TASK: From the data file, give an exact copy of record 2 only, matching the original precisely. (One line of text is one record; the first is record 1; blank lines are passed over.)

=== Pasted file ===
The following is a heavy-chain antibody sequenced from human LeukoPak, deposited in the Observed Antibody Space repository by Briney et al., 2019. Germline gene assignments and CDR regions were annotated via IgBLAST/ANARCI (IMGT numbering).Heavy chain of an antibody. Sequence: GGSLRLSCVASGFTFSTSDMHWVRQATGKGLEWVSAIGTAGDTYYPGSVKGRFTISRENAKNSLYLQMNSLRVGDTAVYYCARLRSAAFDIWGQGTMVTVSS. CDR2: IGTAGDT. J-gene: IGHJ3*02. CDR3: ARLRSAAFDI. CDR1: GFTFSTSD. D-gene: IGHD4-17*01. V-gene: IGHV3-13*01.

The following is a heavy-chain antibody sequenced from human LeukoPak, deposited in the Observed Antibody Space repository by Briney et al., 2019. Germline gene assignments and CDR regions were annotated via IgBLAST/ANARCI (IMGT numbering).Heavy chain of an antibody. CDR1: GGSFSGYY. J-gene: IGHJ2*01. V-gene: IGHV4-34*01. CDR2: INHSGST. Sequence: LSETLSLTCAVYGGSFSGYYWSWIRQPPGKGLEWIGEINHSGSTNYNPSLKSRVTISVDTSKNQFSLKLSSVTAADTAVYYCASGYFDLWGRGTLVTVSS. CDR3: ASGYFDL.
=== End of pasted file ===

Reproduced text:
The following is a heavy-chain antibody sequenced from human LeukoPak, deposited in the Observed Antibody Space repository by Briney et al., 2019. Germline gene assignments and CDR regions were annotated via IgBLAST/ANARCI (IMGT numbering).Heavy chain of an antibody. CDR1: GGSFSGYY. J-gene: IGHJ2*01. V-gene: IGHV4-34*01. CDR2: INHSGST. Sequence: LSETLSLTCAVYGGSFSGYYWSWIRQPPGKGLEWIGEINHSGSTNYNPSLKSRVTISVDTSKNQFSLKLSSVTAADTAVYYCASGYFDLWGRGTLVTVSS. CDR3: ASGYFDL.